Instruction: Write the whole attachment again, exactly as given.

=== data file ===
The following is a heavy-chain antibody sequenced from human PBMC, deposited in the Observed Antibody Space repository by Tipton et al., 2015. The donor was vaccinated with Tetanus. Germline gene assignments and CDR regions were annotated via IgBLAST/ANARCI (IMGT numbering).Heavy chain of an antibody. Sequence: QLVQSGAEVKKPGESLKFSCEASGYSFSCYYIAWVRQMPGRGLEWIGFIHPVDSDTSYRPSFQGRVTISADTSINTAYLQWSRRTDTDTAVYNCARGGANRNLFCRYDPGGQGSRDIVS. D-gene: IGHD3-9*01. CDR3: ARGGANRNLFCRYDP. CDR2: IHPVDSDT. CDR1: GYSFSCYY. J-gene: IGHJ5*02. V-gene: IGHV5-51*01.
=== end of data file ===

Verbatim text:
The following is a heavy-chain antibody sequenced from human PBMC, deposited in the Observed Antibody Space repository by Tipton et al., 2015. The donor was vaccinated with Tetanus. Germline gene assignments and CDR regions were annotated via IgBLAST/ANARCI (IMGT numbering).Heavy chain of an antibody. Sequence: QLVQSGAEVKKPGESLKFSCEASGYSFSCYYIAWVRQMPGRGLEWIGFIHPVDSDTSYRPSFQGRVTISADTSINTAYLQWSRRTDTDTAVYNCARGGANRNLFCRYDPGGQGSRDIVS. D-gene: IGHD3-9*01. CDR3: ARGGANRNLFCRYDP. CDR2: IHPVDSDT. CDR1: GYSFSCYY. J-gene: IGHJ5*02. V-gene: IGHV5-51*01.